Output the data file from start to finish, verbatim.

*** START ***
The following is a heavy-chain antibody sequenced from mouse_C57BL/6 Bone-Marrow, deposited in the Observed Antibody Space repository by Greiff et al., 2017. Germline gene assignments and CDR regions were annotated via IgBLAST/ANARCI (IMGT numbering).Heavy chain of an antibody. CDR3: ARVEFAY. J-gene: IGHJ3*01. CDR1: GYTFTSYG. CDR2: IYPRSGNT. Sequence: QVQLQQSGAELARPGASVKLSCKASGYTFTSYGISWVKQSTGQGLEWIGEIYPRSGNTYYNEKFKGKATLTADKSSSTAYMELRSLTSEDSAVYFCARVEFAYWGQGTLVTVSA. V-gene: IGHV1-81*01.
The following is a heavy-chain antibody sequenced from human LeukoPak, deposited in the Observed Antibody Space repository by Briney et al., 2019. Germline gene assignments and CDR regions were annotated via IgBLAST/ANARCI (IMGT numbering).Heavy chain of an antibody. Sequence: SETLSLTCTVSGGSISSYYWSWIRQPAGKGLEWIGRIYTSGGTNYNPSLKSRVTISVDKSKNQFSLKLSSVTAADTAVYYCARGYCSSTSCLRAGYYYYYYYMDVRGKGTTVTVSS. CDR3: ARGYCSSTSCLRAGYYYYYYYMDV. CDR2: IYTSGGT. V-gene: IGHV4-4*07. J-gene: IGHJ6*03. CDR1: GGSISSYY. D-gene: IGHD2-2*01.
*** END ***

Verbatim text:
The following is a heavy-chain antibody sequenced from mouse_C57BL/6 Bone-Marrow, deposited in the Observed Antibody Space repository by Greiff et al., 2017. Germline gene assignments and CDR regions were annotated via IgBLAST/ANARCI (IMGT numbering).Heavy chain of an antibody. CDR3: ARVEFAY. J-gene: IGHJ3*01. CDR1: GYTFTSYG. CDR2: IYPRSGNT. Sequence: QVQLQQSGAELARPGASVKLSCKASGYTFTSYGISWVKQSTGQGLEWIGEIYPRSGNTYYNEKFKGKATLTADKSSSTAYMELRSLTSEDSAVYFCARVEFAYWGQGTLVTVSA. V-gene: IGHV1-81*01.
The following is a heavy-chain antibody sequenced from human LeukoPak, deposited in the Observed Antibody Space repository by Briney et al., 2019. Germline gene assignments and CDR regions were annotated via IgBLAST/ANARCI (IMGT numbering).Heavy chain of an antibody. Sequence: SETLSLTCTVSGGSISSYYWSWIRQPAGKGLEWIGRIYTSGGTNYNPSLKSRVTISVDKSKNQFSLKLSSVTAADTAVYYCARGYCSSTSCLRAGYYYYYYYMDVRGKGTTVTVSS. CDR3: ARGYCSSTSCLRAGYYYYYYYMDV. CDR2: IYTSGGT. V-gene: IGHV4-4*07. J-gene: IGHJ6*03. CDR1: GGSISSYY. D-gene: IGHD2-2*01.